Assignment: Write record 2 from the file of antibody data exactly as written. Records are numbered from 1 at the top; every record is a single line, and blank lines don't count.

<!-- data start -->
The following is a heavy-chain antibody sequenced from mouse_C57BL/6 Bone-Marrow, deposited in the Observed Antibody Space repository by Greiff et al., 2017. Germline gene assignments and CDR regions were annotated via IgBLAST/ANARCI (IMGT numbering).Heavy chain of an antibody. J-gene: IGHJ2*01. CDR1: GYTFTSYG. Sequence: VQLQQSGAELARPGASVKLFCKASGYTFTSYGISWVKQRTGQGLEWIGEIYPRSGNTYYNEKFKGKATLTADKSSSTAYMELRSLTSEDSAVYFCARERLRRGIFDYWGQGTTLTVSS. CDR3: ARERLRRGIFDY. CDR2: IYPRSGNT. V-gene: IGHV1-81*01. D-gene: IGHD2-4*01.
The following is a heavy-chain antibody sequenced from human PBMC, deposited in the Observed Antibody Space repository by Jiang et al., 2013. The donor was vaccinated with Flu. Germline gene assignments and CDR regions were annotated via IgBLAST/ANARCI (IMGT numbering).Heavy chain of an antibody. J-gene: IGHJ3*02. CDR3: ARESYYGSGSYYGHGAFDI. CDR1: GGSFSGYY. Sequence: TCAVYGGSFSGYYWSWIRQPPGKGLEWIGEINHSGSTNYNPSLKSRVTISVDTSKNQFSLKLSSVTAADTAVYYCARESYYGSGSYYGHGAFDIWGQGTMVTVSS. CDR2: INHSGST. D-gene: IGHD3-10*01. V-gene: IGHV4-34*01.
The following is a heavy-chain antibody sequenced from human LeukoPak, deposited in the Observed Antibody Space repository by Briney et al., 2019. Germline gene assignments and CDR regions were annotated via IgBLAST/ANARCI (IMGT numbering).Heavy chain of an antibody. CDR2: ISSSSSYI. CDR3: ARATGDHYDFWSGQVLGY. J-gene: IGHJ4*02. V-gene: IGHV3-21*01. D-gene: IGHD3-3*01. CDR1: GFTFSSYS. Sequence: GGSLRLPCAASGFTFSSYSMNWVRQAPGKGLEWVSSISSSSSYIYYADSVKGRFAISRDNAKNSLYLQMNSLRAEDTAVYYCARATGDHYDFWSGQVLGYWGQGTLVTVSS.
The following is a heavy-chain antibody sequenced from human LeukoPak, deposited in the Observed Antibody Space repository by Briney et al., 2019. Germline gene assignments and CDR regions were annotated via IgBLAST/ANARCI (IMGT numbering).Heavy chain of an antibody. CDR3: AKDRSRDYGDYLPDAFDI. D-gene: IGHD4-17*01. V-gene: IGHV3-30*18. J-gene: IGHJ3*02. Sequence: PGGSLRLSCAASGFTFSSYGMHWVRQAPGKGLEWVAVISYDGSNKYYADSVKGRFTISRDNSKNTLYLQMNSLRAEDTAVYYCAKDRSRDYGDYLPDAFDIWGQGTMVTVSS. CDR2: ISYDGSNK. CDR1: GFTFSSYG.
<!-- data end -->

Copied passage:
The following is a heavy-chain antibody sequenced from human PBMC, deposited in the Observed Antibody Space repository by Jiang et al., 2013. The donor was vaccinated with Flu. Germline gene assignments and CDR regions were annotated via IgBLAST/ANARCI (IMGT numbering).Heavy chain of an antibody. J-gene: IGHJ3*02. CDR3: ARESYYGSGSYYGHGAFDI. CDR1: GGSFSGYY. Sequence: TCAVYGGSFSGYYWSWIRQPPGKGLEWIGEINHSGSTNYNPSLKSRVTISVDTSKNQFSLKLSSVTAADTAVYYCARESYYGSGSYYGHGAFDIWGQGTMVTVSS. CDR2: INHSGST. D-gene: IGHD3-10*01. V-gene: IGHV4-34*01.